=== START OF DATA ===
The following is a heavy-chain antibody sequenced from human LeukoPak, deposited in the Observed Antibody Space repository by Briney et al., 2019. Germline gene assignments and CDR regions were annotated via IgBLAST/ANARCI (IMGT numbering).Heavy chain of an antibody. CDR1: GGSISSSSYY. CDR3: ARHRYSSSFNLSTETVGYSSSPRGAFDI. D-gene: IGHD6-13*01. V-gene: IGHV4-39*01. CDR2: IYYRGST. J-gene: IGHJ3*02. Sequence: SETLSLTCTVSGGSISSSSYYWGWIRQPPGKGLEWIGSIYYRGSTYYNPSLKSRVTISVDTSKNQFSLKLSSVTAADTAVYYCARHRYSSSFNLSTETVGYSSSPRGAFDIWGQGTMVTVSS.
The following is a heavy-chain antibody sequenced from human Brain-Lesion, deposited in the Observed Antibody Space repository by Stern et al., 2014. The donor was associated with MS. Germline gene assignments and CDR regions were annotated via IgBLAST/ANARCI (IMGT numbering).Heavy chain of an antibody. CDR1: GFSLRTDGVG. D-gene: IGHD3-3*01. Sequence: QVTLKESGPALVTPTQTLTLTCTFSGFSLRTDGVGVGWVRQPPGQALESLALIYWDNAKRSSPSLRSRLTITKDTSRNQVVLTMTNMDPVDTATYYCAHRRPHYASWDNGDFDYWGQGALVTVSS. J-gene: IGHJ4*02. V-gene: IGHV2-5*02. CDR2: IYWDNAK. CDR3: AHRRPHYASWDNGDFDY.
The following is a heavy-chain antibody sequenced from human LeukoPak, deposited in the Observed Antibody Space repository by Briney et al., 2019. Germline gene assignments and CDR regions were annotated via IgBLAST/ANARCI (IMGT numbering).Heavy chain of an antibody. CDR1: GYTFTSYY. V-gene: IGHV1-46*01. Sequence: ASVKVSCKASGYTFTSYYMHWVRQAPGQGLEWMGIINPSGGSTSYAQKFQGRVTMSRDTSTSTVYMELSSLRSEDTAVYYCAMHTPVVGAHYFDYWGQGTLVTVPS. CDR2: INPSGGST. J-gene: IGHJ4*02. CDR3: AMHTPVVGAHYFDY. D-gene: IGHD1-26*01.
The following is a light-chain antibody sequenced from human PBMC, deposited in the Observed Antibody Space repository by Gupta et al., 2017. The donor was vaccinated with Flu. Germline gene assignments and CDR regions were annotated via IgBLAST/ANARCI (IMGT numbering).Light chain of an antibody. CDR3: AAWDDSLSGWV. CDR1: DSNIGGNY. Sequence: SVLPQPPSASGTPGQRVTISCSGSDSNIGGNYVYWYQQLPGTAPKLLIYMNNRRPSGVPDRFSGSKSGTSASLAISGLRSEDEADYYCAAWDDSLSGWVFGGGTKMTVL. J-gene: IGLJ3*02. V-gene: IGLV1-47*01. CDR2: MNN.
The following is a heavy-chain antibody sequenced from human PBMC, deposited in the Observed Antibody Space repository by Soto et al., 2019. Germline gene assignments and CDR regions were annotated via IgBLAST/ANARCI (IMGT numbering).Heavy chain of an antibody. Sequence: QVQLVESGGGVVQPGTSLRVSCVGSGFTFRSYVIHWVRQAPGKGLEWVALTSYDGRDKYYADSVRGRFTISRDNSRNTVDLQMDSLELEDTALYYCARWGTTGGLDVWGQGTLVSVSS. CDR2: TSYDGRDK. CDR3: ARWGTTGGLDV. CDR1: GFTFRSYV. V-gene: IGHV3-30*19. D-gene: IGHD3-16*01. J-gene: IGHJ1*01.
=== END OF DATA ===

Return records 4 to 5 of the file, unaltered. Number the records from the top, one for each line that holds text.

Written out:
The following is a light-chain antibody sequenced from human PBMC, deposited in the Observed Antibody Space repository by Gupta et al., 2017. The donor was vaccinated with Flu. Germline gene assignments and CDR regions were annotated via IgBLAST/ANARCI (IMGT numbering).Light chain of an antibody. CDR3: AAWDDSLSGWV. CDR1: DSNIGGNY. Sequence: SVLPQPPSASGTPGQRVTISCSGSDSNIGGNYVYWYQQLPGTAPKLLIYMNNRRPSGVPDRFSGSKSGTSASLAISGLRSEDEADYYCAAWDDSLSGWVFGGGTKMTVL. J-gene: IGLJ3*02. V-gene: IGLV1-47*01. CDR2: MNN.
The following is a heavy-chain antibody sequenced from human PBMC, deposited in the Observed Antibody Space repository by Soto et al., 2019. Germline gene assignments and CDR regions were annotated via IgBLAST/ANARCI (IMGT numbering).Heavy chain of an antibody. Sequence: QVQLVESGGGVVQPGTSLRVSCVGSGFTFRSYVIHWVRQAPGKGLEWVALTSYDGRDKYYADSVRGRFTISRDNSRNTVDLQMDSLELEDTALYYCARWGTTGGLDVWGQGTLVSVSS. CDR2: TSYDGRDK. CDR3: ARWGTTGGLDV. CDR1: GFTFRSYV. V-gene: IGHV3-30*19. D-gene: IGHD3-16*01. J-gene: IGHJ1*01.